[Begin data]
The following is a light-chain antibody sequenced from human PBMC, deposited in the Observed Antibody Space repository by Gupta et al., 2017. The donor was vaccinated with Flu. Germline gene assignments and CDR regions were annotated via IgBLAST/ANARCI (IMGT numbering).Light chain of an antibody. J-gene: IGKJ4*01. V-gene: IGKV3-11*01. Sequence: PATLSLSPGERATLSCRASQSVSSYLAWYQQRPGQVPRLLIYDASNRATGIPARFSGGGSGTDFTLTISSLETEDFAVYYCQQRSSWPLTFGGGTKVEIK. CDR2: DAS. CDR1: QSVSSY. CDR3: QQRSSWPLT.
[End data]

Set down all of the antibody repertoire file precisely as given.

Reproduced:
The following is a light-chain antibody sequenced from human PBMC, deposited in the Observed Antibody Space repository by Gupta et al., 2017. The donor was vaccinated with Flu. Germline gene assignments and CDR regions were annotated via IgBLAST/ANARCI (IMGT numbering).Light chain of an antibody. J-gene: IGKJ4*01. V-gene: IGKV3-11*01. Sequence: PATLSLSPGERATLSCRASQSVSSYLAWYQQRPGQVPRLLIYDASNRATGIPARFSGGGSGTDFTLTISSLETEDFAVYYCQQRSSWPLTFGGGTKVEIK. CDR2: DAS. CDR1: QSVSSY. CDR3: QQRSSWPLT.